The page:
Published: July 16, 2010
NEW ORLEANS — Kenneth R. Feinberg, hopping in and out a Learjet, a helicopter and several S.U.V.s, took his gift for oratory to four towns in southern Louisiana on Thursday to make his pitch to locals: The $20 billion fund from BP to compensate those harmed by the Gulf of Mexico oil spill, and they should get their share.
Even with that kind of bankroll to pay claims, he was playing the role of salesman and politician.
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Times Topic: Gulf of Mexico Oil Spill (2010)
Louisianians at the meeting in Lafitte listening to Mr. Feinberg, who urged them to participate in the compensation program.
“This program I am running is absolutely voluntary — nobody has to do it,” he said at one stop. “It’s my opinion you are crazy if you don’t participate.”
Mr. Feinberg knew he was facing many skeptics — and cynics — who no doubt wondered if they could get more money from the oil company, not to mention satisfaction, in the courts. He acknowledged the doubters, noting that they were being asked to sign up for “a program that’s never been tried, never been tested and that they view with some skepticism.”
But Mr. Feinberg has brought people to the table many times before, including the families of the victims of the Sept. 11 attacks, Vietnam veterans injured by the herbicide Agent Orange and women harmed by the defective Dalkon Shield birth control device.
Such high-stakes mediation involves powerful, conflicting forces. In this case, BP hopes to settle disputes with money from the fund with as many people as it can to minimize the question of liability hanging over the company.
Federal officials hope they choose that route, too, because that will ensure that BP can keep paying its obligations. Courtroom litigation raises uncertainty — about the ultimate cost for BP, and for the victims who choose to fight in courts.
Despite his 64 years, Mr. Feinberg shows no sign of slowing down as he cajoles people to steer clear of the courts. His campaign stops are high-energy affairs. He jabs the air, punches up words to drive home a point and gets laughs with self-deprecating references to his Boston accent.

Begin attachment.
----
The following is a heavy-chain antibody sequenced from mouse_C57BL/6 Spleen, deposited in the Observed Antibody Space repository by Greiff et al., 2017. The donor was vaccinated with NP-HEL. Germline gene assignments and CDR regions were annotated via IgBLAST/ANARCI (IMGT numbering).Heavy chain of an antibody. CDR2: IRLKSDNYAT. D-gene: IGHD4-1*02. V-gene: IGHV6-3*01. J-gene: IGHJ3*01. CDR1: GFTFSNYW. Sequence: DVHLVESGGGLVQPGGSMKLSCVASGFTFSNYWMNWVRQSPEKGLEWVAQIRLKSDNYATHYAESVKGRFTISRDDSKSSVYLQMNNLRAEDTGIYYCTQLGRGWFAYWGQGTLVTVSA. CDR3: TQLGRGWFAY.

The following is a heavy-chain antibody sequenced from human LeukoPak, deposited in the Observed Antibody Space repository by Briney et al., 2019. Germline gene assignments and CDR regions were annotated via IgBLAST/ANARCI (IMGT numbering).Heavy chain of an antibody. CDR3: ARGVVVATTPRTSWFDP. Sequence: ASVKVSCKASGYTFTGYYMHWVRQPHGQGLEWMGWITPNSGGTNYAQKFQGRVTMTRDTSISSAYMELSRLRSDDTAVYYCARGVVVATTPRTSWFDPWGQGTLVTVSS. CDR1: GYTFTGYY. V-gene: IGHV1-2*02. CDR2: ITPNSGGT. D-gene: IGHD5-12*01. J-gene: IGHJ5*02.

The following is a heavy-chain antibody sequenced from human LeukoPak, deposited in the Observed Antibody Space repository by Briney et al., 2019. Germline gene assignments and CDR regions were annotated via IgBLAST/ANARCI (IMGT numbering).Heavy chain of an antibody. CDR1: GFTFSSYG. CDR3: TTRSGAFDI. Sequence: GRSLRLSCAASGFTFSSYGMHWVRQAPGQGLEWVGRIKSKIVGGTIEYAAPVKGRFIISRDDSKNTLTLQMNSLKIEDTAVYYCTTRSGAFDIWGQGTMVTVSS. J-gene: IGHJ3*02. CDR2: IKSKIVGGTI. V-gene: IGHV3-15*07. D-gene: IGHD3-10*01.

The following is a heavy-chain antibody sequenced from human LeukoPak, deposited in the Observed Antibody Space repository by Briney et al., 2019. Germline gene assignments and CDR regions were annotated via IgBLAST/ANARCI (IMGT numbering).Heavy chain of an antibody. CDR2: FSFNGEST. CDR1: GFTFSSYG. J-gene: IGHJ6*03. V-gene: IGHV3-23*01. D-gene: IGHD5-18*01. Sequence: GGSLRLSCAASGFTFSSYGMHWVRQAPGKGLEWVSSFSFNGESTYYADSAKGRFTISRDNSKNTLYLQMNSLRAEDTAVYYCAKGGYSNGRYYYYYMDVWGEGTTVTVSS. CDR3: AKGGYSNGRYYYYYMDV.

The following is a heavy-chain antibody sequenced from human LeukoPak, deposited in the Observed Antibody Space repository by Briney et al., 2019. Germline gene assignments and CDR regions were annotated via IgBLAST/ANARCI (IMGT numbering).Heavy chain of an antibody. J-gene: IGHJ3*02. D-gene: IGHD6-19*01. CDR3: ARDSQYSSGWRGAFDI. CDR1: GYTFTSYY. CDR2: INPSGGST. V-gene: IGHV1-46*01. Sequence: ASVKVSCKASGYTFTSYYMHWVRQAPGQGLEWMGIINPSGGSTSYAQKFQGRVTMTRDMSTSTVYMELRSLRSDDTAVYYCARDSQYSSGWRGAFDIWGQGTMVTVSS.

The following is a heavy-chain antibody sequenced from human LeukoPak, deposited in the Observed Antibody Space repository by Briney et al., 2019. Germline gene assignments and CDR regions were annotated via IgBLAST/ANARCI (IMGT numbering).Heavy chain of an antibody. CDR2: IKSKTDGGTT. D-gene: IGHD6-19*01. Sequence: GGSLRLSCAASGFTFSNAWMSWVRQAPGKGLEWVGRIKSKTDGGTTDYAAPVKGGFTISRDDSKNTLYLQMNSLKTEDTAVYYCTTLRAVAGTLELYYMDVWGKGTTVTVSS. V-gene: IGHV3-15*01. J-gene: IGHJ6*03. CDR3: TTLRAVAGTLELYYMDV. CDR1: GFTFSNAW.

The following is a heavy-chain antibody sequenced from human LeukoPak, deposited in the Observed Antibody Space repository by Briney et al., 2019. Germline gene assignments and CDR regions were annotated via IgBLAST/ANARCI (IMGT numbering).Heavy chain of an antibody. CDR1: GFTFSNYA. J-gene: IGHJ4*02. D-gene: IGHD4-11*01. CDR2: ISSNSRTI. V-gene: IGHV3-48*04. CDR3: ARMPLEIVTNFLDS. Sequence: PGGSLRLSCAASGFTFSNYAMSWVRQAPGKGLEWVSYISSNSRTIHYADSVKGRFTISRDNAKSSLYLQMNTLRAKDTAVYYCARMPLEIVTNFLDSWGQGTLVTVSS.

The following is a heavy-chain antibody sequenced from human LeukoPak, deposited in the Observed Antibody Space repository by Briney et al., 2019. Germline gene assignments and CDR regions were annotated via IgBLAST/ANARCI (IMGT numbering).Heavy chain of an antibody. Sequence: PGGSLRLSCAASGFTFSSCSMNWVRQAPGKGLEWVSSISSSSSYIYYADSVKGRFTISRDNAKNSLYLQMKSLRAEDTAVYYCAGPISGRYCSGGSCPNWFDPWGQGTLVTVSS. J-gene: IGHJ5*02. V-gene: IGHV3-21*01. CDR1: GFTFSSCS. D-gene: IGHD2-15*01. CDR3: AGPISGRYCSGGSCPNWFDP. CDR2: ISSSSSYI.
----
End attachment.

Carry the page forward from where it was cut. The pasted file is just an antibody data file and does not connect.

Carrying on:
“It’s a campaign,” he said. “It’s a road show. It’s a seminar.”
And it is a long day.
Flying on a private jet paid for by BP, Mr. Feinberg arrived in New Orleans early, though it was already his second stop of the day, after a 7 a.m. visit with Gov. Bob Riley of Alabama.
At the Jefferson Parish Council chambers in Harahan, he told a crowd of civic leaders and business people that he was there because his years of experience in administering compensation funds taught him a lesson.
“You cannot do this from Washington,” he said. “You’ve got to be down here in the gulf.”
He assured them that while he was approved by the president and is spending BP’s money, “I am not beholden to the Obama administration, I am not beholden to BP — I am an independent administrator, calling the shots as I see them.”
He described the two-part claims process. It begins with the relatively easy process of getting emergency payments, available without obligation to eligible claimants who can prove their losses, up to six months’ worth of damages at a time. (BP has paid out more than $200 million from 36 claims offices to more than 32,000 claimants so far.)
Then, 90 days after the well is finally plugged, comes the tougher phase of the three-year program: negotiating with each claimant for the lump sum to cover economic losses from the spill. Those who accept the payment will have to sign a waiver stating that they will not sue BP.
“If you think the lump sum payment is inadequate, don’t sign,” he said, adding that the litigation route in court will mean uncertainty, years of delay and a big cut for the lawyers. “I am determined to come up with a system that will be more generous, more beneficial, than if you go and file a lawsuit.”
His message is blunt, but he wins many people over. Rather than saying “cheese” when he posed for a photo with four police officers, he said, “Everybody file a claim?”